Labor group asks Marcos to prioritize wage hike bill 

THE BIGGEST labor coalition in the Philippines on Tuesday urged President Ferdinand R. Marcos, Jr. to certify as urgent a bill seeking to provide a P150 minimum wage increase for private sector workers. 

In a statement, Nagkaisa said there is a pressing need for a wage increase due to rising prices. It added that there’s no reason for the president not to prioritize the legislated wage hike if he could do the same for the proposed Maharlika Investment Fund, which congressmen approved on Dec. 15. 

“Workers’ demand for a wage hike is more pressing than the Maharlika Investment Fund, thus, the higher need for certification,” it said. “A wage increase is more urgent, as it impacts the daily survival not only of individuals but of entire families.” 

Senate President Juan Miguel F. Zubiri earlier filed Senate Bill 2002 for an across-the-board wage increase that will cover private and agricultural workers.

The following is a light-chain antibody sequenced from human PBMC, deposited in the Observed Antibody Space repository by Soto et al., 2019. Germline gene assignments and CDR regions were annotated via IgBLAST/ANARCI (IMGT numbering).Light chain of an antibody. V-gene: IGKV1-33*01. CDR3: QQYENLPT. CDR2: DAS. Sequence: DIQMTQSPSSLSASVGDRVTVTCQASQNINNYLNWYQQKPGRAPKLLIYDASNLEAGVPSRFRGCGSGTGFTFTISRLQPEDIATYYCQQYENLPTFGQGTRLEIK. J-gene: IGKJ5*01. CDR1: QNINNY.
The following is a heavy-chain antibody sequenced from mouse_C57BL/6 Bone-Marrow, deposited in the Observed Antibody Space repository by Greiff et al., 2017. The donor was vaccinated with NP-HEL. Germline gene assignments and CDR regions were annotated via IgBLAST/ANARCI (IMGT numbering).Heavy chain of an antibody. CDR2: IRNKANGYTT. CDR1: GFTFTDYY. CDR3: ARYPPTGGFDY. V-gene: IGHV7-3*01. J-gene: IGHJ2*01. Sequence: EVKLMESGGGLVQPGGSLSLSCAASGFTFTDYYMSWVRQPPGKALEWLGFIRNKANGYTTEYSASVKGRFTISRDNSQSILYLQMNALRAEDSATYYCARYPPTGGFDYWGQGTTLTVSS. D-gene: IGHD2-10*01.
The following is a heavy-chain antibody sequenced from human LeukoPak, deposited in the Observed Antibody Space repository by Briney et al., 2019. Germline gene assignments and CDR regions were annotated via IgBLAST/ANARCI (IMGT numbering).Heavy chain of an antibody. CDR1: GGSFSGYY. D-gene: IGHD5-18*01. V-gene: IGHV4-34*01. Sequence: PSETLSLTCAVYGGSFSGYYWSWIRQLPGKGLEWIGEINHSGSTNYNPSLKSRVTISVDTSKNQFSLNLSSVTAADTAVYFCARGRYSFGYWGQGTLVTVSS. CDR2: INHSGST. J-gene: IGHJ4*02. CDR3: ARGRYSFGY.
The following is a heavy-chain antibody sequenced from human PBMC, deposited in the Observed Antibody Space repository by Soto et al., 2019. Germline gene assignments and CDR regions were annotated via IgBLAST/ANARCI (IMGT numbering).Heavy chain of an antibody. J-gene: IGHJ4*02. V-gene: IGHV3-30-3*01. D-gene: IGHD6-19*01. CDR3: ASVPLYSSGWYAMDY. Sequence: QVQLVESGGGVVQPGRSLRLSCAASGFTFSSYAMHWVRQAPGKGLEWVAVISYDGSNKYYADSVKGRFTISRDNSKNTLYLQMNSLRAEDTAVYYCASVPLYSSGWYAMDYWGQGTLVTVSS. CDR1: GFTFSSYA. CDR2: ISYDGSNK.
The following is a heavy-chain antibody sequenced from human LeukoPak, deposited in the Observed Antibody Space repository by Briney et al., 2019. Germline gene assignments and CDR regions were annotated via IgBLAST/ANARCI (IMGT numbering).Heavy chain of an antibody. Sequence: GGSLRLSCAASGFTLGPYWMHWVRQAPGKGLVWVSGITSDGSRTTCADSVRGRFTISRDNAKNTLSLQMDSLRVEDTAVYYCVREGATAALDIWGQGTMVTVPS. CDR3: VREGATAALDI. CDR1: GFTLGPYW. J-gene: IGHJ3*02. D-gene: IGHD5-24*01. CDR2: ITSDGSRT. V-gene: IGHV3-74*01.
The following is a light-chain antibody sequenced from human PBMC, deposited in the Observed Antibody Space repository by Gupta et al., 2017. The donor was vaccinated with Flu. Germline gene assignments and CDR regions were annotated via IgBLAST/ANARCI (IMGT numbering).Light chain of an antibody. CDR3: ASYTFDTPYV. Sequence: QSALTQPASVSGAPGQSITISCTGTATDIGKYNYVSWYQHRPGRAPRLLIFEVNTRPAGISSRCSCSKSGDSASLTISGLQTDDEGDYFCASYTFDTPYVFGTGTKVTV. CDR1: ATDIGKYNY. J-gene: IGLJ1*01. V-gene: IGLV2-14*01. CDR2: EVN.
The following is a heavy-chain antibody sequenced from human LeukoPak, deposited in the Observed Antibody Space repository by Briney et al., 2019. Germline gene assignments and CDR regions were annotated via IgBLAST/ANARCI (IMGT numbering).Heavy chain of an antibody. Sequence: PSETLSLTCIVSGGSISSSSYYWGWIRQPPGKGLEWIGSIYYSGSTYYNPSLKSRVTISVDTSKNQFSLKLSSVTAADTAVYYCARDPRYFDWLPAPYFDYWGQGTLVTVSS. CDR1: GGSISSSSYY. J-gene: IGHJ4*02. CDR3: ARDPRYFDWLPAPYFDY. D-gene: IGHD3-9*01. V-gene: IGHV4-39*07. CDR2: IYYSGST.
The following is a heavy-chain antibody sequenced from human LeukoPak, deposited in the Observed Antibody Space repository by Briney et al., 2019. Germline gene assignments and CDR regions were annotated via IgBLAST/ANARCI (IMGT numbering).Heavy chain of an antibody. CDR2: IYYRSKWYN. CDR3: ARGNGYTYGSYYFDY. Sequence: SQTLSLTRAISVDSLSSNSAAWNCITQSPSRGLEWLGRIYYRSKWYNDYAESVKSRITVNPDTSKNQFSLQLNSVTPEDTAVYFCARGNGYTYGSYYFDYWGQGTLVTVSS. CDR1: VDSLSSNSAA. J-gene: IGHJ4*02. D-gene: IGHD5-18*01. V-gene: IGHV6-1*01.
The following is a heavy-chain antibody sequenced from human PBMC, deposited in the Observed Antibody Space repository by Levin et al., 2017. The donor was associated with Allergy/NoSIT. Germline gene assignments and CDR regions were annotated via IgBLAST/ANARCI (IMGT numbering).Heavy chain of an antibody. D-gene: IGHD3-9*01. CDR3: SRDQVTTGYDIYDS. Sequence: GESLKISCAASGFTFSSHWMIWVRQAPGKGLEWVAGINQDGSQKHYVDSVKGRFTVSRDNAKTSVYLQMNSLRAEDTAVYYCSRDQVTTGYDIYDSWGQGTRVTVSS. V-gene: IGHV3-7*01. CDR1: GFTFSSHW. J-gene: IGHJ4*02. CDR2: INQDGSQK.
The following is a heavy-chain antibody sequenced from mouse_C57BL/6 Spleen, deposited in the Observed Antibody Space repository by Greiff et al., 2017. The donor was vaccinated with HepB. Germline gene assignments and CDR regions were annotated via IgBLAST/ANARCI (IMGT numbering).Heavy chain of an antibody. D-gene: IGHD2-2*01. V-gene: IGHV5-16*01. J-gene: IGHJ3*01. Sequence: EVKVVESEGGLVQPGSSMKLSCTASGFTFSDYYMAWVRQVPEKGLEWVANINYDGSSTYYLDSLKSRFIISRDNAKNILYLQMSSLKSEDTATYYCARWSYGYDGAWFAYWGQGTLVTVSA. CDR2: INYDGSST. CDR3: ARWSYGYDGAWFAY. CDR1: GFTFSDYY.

The labor coalition said a push for the wage hike in Congress is needed since employers’ groups and foreign investors are likely to oppose the measure. 

Under the Constitution, a president can only certify a bill as urgent if there is a public emergency or calamity that requires the immediate passage of a law. 

In March, Unity for Wage Increase Now! sought to raise the P570 daily minimum wage in Metro Manila to P1,100. The region’s wage board approved a P33 minimum wage hike in June last year. 

Every wage order approved by a Regional Tripartite Wages and Productivity Board, based on economic indicators and other related factors, is subject to final approval by the Labor secretary. 

Wage boards can only act on wage petitions a year after a region’s last wage order. 

April inflation eased to 6.6% from 7.6% a month earlier, but it was still faster than 4.9% a year earlier, the Philippine Statistics Authority said on May 5. 

“The entire labor movement in the country has come together to push for a significant wage increase demand as the working class, both in the private and public sector, formal and informal, were all hit by the worsening cost of living crisis,” Nagkaisa said. — John Victor D. Ordoñez